The tin-smith came round the corner and halted by the door.

"That son o' yours is a boundless man," he observed with an upward nod.

"How did he strike ye this morning?"

"I don't remember to have been so powerfully moved in my life. Perhaps you and me being cronies for thirty year, and he your very son, may have helped to the more effectual working; but be that as it may, I couldn't master my dinner afterwards, and that's the trewth. Ah, he's a man, Uncle; and there's no denying we wanted one of that sort to awaken us to a fit sense. What a dido he do kick up, to be sure!"

The tin-smith shifted his footing uneasily as if he had something to add.

"I hope you won't think it onneighbourly or disrespectful that I didn' come agen this evenin'," he begun, after a pause.

"Not at all, Jem, not at all."

"Because, you see—"

"Yes, yes, I quite see."

"I wouldn' have ye think—but there, I'm powerful glad you see." His face cleared. "Good evenin' to ye, Uncle!"

He went on with a brisker step, while Uncle Penberthy drew a few more lingering breaths and climbed the stairs again to the close air of the meeting-room.

"I'm afraid, father, that something in my second exhortation displeased you," said the Rev. William Penberthy as he walked home from service between his parents. He was a tall fellow with a hatchet-shaped face and eyes set rather closely together.

"Not at all, my son. What makes ye deem it?" The little man tilted back his bronzed top-hat and looked up nervously.

"Because you went out in the middle of service."

"'Tis but father's habit, William," old Mrs. Penberthy made haste to explain, laying a hand on his arm. She was somewhat stouter of build and louder of voice than her husband, but stood in just the same awe of her son. "He's done it regular since he was appointed deacon."

"Why?" asked William, stonily.

Uncle Penberthy pulled off his hat to extract a red handkerchief from its crown, removed his spectacles, and wiped them hurriedly.

"Them varmints of boys," he stammered, "be so troublesome round the door—occasion'lly, that is."

"Was that so to-night?"

"Why, no."

"But you were absent at least twenty minutes—all through the silent prayer and half way through the third exhortation." He gazed sternly at the amiable old man. "You didn't hear me treat that difficulty in Colossians, two, twenty to twenty-three? If you have time, we'll discuss it after private worship to-night. If I can make you see it in what I am sure is the right light, it will lead you to think more seriously of that glass of beer you have fallen into the habit of taking with your supper."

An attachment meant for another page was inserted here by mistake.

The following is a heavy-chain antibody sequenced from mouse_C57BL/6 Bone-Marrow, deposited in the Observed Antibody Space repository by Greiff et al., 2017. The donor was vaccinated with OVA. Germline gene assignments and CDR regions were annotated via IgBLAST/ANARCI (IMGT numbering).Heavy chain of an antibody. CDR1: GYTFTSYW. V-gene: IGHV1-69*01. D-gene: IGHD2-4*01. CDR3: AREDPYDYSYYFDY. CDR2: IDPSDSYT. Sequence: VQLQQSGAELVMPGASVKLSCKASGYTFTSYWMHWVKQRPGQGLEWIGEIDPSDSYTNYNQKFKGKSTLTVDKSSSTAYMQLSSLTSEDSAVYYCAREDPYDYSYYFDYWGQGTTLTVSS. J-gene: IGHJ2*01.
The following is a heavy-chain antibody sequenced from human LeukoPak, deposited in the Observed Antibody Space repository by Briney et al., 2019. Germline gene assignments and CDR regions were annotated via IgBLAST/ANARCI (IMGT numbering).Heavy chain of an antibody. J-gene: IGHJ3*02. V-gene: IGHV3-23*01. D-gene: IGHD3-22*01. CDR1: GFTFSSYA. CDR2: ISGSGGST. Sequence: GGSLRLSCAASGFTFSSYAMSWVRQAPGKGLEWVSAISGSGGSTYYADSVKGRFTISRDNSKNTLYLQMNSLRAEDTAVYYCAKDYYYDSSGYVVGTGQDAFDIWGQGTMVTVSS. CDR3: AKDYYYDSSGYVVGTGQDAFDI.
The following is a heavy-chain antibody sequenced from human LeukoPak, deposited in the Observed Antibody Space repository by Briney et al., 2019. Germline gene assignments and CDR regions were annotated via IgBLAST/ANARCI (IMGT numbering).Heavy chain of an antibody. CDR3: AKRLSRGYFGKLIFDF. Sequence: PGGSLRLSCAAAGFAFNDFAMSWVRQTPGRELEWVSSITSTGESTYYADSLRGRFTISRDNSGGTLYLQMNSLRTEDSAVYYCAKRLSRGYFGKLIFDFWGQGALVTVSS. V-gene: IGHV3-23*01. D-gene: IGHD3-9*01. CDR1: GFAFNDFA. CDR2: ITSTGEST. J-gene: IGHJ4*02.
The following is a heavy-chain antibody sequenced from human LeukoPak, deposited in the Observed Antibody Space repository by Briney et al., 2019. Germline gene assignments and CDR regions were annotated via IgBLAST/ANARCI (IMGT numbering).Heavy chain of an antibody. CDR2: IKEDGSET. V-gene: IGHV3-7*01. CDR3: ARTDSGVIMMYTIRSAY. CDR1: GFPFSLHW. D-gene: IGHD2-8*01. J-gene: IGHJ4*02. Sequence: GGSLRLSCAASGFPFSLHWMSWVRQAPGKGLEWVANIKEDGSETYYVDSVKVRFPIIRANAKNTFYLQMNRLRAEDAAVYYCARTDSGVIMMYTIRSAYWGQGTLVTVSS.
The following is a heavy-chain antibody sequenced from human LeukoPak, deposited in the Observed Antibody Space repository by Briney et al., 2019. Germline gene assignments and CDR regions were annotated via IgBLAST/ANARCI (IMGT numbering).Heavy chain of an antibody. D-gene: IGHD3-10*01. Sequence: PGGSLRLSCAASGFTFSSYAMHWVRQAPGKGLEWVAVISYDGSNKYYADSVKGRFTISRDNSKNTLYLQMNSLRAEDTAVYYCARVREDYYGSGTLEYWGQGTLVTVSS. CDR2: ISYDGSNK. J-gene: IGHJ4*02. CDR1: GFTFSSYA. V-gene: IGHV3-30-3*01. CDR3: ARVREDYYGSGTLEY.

It is but a fortnight since the Rev. William Penberthy came home; but in that fortnight his father and mother have aged ten years. The old man, when I took him my watch to regulate the other day—for on week-days he is a watch-maker—began to ask questions, as eagerly as a child, about the village news. It turned out that, for a whole week, he had not been down to sharpen his knife upon the bridge. He has given up his glass of beer, too, and altogether the zeal of his house is eating him up.

This morning the new minister climbed into the van with his carpet-bag. He is off to some Conference or other, and will be back again the day after to-morrow. Ten minutes after he had gone his father and mother shut up the shop and went out together. They mean to take a whole holiday and hear all the news. It was pitiful to see their fumbling haste as they helped one another to put up the shutters; and almost more pitiful to mark, as they hurried down the street arm in arm, their conscientious but feeble endeavour to look something more staid than a couple of children just out of school.